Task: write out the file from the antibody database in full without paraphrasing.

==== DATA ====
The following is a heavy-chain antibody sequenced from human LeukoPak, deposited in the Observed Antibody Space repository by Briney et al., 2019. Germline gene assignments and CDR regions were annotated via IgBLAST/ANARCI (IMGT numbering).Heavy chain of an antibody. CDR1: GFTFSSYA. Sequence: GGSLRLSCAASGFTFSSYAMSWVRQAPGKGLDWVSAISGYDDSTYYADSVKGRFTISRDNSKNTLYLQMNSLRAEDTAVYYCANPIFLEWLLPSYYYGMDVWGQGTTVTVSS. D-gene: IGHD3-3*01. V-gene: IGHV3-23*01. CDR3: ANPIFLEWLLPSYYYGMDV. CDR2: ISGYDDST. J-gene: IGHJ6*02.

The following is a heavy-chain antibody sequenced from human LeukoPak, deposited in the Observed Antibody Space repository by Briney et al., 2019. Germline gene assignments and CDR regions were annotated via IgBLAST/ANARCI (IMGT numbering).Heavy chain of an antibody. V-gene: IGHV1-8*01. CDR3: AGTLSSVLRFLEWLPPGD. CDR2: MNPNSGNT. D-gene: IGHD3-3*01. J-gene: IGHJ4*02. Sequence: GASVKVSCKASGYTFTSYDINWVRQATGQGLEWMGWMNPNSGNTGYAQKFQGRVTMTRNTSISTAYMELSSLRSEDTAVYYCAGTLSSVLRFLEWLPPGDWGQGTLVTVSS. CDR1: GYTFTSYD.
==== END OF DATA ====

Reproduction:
The following is a heavy-chain antibody sequenced from human LeukoPak, deposited in the Observed Antibody Space repository by Briney et al., 2019. Germline gene assignments and CDR regions were annotated via IgBLAST/ANARCI (IMGT numbering).Heavy chain of an antibody. CDR1: GFTFSSYA. Sequence: GGSLRLSCAASGFTFSSYAMSWVRQAPGKGLDWVSAISGYDDSTYYADSVKGRFTISRDNSKNTLYLQMNSLRAEDTAVYYCANPIFLEWLLPSYYYGMDVWGQGTTVTVSS. D-gene: IGHD3-3*01. V-gene: IGHV3-23*01. CDR3: ANPIFLEWLLPSYYYGMDV. CDR2: ISGYDDST. J-gene: IGHJ6*02.

The following is a heavy-chain antibody sequenced from human LeukoPak, deposited in the Observed Antibody Space repository by Briney et al., 2019. Germline gene assignments and CDR regions were annotated via IgBLAST/ANARCI (IMGT numbering).Heavy chain of an antibody. V-gene: IGHV1-8*01. CDR3: AGTLSSVLRFLEWLPPGD. CDR2: MNPNSGNT. D-gene: IGHD3-3*01. J-gene: IGHJ4*02. Sequence: GASVKVSCKASGYTFTSYDINWVRQATGQGLEWMGWMNPNSGNTGYAQKFQGRVTMTRNTSISTAYMELSSLRSEDTAVYYCAGTLSSVLRFLEWLPPGDWGQGTLVTVSS. CDR1: GYTFTSYD.